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A Tactical Guide to Money Management: Create a Cash Flywheel

Brandon Crossley
Jun 3, 2019

Have you ever wondered what to do with your money?

We recently ran a survey asking our users about their most significant financial challenges in business, and many of the responses surprised us.  A common theme emerged in the form of a shared sense of uncertainty about what to do with the cash they have.

Business is all about setting up systems, and this post is an attempt to help people figure out what to do with their money through a simple framework called the Cash Flywheel.

The Flywheel is based on the idea that money consists of two components: cash flow and cash balances.


We're using the Flywheel framework, because it's impossible to know what to do with cash if we don't understand what money is, and how it behaves within the business.

The first thing we'll need to do is figure out how much money we actually have available to invest, which brings us to our first component.

Cash Balances

In a business setting, cash balances tend to be more complicated than simply taking a look at our bank account. After all, our personal finances don't often include things like inventory.

Luckily, companies have a document called the "Balance Sheet," which tells us where our cash currently resides.

In a way, the balance sheet provides a 360-degree view of our "balances" by tracking assets we don't typically think of as money, like inventory, and converting them into cash balances.

Let's start building our Flywheel by identifying the three main "states" in which money exists: Available cash, Deployed cash, and Anticipated cash.


Available cash is the most fundamental building block and represents the money we have available for use. This money is often found in the form of a bank balance, but it can also include highly "liquid" investments, like stocks, or lines of credit.

We'll want to choose at least one metric to monitor our Available cash balance. It's often useful to select a measure that ties the balance of Available cash to the status of the greater system.

Potential metrics include:

Any chosen metric should provide useful information about the health of Available cash; answering questions like:

How much money do we have? Can we cover the cash needs of the business? How much can we afford to invest?

Deployed cash is our second category, and it represents money we no longer have in the bank, but we instead have invested in other assets. In essence, it's money we've already used to buy things for the business. We can often sell these things and convert them back into cash, but that doesn't tend to be a very sustainable activity.

The metric(s) we choose for Deployed cash should often reflect how efficiently assets (things) are utilized.

Potential metrics include:

Some questions we might consider answering include: Where does the business need to invest? How efficiently are we utilizing existing assets? When will we need to make additional investments?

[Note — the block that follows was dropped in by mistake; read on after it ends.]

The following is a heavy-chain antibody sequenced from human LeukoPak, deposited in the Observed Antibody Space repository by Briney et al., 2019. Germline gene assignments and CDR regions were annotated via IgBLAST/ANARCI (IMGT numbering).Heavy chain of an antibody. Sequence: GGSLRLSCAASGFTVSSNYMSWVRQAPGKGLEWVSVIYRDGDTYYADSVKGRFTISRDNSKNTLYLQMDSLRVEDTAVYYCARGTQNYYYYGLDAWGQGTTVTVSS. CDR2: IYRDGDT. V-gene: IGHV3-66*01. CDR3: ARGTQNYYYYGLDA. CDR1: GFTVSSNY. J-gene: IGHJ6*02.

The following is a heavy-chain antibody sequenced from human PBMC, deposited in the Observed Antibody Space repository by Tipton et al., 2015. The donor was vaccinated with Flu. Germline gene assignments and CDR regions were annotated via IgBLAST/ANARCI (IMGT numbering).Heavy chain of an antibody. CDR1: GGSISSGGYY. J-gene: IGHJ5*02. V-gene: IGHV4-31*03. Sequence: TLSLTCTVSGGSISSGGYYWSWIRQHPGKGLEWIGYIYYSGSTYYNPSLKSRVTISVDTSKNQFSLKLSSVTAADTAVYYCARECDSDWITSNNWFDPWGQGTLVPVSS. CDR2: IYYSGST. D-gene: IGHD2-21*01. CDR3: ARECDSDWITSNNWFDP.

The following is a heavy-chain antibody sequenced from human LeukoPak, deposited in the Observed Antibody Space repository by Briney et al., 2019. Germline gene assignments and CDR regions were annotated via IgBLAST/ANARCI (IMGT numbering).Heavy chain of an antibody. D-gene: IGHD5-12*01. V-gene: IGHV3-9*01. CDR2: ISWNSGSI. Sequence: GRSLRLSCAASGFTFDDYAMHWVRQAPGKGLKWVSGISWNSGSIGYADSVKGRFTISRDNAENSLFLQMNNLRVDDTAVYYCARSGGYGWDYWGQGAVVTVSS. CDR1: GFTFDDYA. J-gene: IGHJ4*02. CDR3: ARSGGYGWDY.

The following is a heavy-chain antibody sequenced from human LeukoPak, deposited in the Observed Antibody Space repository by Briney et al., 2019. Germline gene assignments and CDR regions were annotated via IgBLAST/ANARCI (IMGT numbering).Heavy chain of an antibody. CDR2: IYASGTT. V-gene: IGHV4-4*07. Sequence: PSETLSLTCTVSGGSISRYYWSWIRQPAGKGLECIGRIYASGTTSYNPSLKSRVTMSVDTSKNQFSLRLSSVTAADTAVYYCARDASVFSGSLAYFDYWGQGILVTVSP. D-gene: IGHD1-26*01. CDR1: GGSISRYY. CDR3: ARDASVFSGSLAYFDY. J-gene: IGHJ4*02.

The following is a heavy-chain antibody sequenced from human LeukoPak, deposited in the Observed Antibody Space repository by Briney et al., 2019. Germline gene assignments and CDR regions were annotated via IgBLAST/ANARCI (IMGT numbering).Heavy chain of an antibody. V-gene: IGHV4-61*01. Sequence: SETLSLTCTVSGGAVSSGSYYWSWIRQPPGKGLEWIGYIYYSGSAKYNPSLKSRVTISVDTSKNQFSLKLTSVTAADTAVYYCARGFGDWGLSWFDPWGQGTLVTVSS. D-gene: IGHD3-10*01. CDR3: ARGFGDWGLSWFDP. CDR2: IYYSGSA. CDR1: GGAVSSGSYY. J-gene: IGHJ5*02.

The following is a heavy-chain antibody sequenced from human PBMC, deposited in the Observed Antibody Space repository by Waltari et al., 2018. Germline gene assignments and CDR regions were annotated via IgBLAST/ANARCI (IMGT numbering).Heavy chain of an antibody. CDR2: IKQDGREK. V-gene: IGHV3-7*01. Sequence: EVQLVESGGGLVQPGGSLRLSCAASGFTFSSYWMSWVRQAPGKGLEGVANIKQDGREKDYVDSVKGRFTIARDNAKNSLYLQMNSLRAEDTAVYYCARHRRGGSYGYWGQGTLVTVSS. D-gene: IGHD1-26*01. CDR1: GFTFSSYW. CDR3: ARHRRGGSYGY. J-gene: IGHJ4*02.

Anticipated cash is our last "state" of money, and it represents cash the business can expect to receive or pay out in the future. The common theme here is that the money hasn't yet had an impact on Available cash. Anticipated cash comes in the form of accounts receivable, debt obligations, and other balance sheet accounts indicating future payments or deposits.

These accounts typically make managing money more complicated, because they require us to balance Available cash against the expected timing of future deposits and payments.

Some metrics we can use to stay on top of these accounts include:

Questions to consider: How long does cash sit in Anticipated accounts? Are we collecting Anticipated deposits faster than we disburse Anticipated payments?

Cash Balance Takeaways

All three cash balance categories illustrate where cash is, and when considered as a whole they provide the complete picture of your money.


As cash balances increase or decrease between the categories, it has proportional effects on the other balances. We'll get a better understanding of these cash balance fluctuations by taking a look at the second core component of the Flywheel.

Cash Flow

Cash flow tells us how money is moving through the business.

Unlike Cash Balances, which primarily focus on the Balance Sheet, Cash Flow considers the movement of money no matter where in the business it takes place. Consequently, cash flow originates from two primary locations: operating activities (Income Statement) or changes in cash balances (Balance Sheet).

We'll analyze cash flow by first taking a look at total cash flow and then breaking it down into subcategories. Focusing on cash flow from a higher-level can provide valuable insights into the health of the company's economic engine. In summary, Total Cash Flow is the speed at which we are adding to or subtracting from Available cash.


Potential metrics you may want to consider include:

Questions to answer: Are we generating cash or using it? How long can we sustain current levels of cash flow? How do decisions regarding cash balances affect cash flow?

To get a sense of why cash flow is behaving as it is, we need to investigate the two types of cash flow: Sources and Uses.


Sources of Cash

Sources of cash are the avenues available to generate money for the business. Generally, this could refer to sources like investors, lenders, or asset sales, but these events are not often repeatable and predictable, so we're going to focus on sources provided by operations to emphasize the goal of building a perpetual money machine.

Metrics for measuring Sources include:

Questions to answer: Where is cash coming from? What are the metrics telling us about future cash from sources? What sources are the most productive or profitable?